Treasure Chest Thursday: Becker Bier Artifacts

Dear Reader: Do you think you are related to the individuals listed in this post? Please drop me a note! I love hearing from cousins and others researching my family!

My aunt very generously shared many items with me over the holiday weekend and I’m thrilled to have acquired a few items related to Bierbrauerei Becker in St. Ingbert. I am somehow related to this brewery and am getting closer to figuring out the connection thanks to some photos we scanned this weekend.

German Wild cousins of mine married into the Becker family. When my grandfather was stationed in Germany, he took his wife and kids to the brewery and there they collected several souvenirs, including postcards and the ashtray below.

An ashtray bearing the Becker Bier insignia.

Bierbrauerei Becker postcard

The same view, in a color image, on the cover of a booklet about the brewery.

My understanding is that the brewery no longer makes beer. I had hoped to try it someday, but instead settle for asking anyone I know who’s been to Germany if they tried it and what did they think.

My First Jamboree — Part 3 (The Finale)

I was so torn as to which session to attend first thing Sunday morning. Megan Smolenyak? Stephen Morse? I opted for an update on RootsMagic 5 — I have RootsMagic, but admittedly don’t have a lot of time to devote to it. I selected it for maintaining a fully sourced family tree, so working with it is no quick exercise. I hoped the session would renew my¬† interest in the process. There were a lot of newbies in the crowd, so the discussion stayed pretty basic, but I was impressed nonetheless and was glad to hear that a reader is under development for the iPad, which should be released later this summer.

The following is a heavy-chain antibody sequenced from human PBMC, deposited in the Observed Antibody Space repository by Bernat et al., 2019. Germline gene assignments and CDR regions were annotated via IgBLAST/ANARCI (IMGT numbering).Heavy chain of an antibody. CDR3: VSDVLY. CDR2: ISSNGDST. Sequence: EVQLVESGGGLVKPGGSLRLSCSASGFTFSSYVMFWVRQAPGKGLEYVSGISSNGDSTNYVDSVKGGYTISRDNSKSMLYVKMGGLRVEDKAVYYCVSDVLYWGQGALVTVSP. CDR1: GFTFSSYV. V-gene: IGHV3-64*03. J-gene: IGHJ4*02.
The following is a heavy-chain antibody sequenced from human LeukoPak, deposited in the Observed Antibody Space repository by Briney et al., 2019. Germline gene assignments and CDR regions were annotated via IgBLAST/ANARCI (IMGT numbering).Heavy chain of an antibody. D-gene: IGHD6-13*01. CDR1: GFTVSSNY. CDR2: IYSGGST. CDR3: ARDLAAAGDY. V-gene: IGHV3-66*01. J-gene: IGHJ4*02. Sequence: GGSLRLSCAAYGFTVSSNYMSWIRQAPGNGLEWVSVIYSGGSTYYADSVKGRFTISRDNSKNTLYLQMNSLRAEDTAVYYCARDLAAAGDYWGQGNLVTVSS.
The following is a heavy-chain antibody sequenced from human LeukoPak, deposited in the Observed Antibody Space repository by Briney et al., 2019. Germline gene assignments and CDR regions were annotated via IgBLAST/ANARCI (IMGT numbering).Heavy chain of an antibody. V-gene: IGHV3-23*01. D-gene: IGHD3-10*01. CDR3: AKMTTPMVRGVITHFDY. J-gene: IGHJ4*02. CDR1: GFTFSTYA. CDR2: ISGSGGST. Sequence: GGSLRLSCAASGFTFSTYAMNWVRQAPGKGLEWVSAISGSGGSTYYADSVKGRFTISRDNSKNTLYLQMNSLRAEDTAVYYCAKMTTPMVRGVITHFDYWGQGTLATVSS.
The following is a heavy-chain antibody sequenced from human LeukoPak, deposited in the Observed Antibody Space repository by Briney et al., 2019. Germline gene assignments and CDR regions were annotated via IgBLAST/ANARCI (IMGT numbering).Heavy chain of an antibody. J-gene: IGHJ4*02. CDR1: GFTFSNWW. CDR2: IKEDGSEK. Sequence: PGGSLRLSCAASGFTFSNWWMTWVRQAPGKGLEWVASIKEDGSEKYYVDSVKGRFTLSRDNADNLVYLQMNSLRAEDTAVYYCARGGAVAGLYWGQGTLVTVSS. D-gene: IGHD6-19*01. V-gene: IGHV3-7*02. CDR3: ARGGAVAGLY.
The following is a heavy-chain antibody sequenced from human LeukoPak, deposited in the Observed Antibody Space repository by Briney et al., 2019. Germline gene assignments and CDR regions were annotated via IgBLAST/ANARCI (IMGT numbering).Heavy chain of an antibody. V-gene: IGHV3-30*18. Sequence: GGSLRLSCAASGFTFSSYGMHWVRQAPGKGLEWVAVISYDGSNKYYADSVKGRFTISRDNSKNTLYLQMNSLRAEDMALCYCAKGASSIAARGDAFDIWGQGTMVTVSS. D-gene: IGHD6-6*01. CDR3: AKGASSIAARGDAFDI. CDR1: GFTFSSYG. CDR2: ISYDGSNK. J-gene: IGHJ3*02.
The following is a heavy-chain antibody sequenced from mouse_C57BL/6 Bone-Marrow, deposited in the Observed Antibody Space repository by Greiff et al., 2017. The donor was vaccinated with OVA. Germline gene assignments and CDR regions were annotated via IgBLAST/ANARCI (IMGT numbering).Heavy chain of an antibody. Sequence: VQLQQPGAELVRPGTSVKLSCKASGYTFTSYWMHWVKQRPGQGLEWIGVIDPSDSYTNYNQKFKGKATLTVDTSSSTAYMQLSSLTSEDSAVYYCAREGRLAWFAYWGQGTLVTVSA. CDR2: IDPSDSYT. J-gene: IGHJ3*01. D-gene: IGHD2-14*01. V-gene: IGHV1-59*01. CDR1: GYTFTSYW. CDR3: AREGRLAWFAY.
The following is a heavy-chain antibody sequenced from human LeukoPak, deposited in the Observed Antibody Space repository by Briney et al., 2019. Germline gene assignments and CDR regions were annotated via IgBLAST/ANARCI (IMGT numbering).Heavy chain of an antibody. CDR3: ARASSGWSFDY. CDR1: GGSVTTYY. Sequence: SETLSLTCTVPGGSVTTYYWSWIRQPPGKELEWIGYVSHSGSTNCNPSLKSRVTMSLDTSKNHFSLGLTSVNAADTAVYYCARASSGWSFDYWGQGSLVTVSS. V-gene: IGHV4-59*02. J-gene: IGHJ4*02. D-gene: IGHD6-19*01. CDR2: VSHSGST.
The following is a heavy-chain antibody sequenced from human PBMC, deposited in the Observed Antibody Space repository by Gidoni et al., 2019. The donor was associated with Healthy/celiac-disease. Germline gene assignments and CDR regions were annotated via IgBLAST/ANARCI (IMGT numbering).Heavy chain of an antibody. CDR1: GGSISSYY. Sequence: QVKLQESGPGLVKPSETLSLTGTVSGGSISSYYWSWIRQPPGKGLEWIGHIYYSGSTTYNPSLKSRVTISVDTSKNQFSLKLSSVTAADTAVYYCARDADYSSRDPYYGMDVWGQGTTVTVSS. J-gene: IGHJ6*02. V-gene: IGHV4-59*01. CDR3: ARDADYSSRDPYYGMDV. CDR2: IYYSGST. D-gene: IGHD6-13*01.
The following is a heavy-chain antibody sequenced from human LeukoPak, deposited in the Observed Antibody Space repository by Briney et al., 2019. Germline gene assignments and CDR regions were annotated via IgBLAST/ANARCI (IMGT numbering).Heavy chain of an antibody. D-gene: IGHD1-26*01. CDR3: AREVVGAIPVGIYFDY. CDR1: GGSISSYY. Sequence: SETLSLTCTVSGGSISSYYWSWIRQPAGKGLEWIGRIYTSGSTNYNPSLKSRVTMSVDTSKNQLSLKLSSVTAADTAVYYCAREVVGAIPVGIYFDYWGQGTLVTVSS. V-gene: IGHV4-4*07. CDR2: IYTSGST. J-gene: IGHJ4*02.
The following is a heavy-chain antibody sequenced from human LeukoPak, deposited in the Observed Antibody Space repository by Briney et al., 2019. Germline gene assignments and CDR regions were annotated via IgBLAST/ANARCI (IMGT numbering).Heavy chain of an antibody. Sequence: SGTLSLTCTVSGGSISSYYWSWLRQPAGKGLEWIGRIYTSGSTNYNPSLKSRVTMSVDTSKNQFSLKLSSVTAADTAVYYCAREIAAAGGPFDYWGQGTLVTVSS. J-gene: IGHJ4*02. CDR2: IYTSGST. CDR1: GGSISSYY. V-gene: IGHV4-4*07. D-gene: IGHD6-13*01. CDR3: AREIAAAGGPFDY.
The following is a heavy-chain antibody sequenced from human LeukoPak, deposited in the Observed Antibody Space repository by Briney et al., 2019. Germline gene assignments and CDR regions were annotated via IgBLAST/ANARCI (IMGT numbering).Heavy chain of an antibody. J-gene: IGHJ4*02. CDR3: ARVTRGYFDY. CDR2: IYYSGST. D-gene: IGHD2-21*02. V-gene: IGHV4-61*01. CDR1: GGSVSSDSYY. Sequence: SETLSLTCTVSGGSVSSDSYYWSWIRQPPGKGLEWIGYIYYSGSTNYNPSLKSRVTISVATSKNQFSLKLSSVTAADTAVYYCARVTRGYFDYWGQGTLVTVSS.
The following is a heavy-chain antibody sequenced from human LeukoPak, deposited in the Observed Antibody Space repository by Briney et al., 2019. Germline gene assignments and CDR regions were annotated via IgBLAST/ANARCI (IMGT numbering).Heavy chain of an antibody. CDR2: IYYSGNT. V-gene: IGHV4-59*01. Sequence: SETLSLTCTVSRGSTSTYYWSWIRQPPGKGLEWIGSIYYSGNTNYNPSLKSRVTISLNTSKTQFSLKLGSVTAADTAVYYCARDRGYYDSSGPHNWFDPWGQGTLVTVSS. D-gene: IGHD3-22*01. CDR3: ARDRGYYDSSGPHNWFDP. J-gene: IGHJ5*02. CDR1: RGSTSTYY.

Next, I attended Thomas MacEntee’s session on Illinois ancestry. I didn’t get to go to FGS in Springfield, Ill., last year although I really wanted to because my Corley line called Illinois home for many years. His session was chock full of Illinois history and resources for seeking various kinds of records. I can’t wait to dig into all of the information he revealed to us.

The next session was by Curt Witcher and he was in full snark mode, which was really funny to watch. He gave us the perspective of the librarian/archivist on the receiving end of so many genealogists’ queries and their rambling stories. I’m not sure how many in the crowd were swayed to edit themselves next time they go to a repository seeking information, but his examples of research query letters (one 6 pages long!) were priceless.

The final session I attended was “The Frugal Curator” by Denise Levenick — I learned so much! Her how-tos for creating boxes and bags for preserving various family heirlooms will be so useful. I can’t wait for the release of her book later this summer.

Sadly, it was then time to finish packing and check out of my room. I made quick work of it, ordered room service for an early dinner and then turned in my room keys. I had about 2 hours before the shuttle would pick me up to return me to LAX. Luckily several genealogy bloggers remained in the lounge and so I had a great time hanging out with them until it was time to depart. Laughing with and learning from some great friends — what better way to end a conference?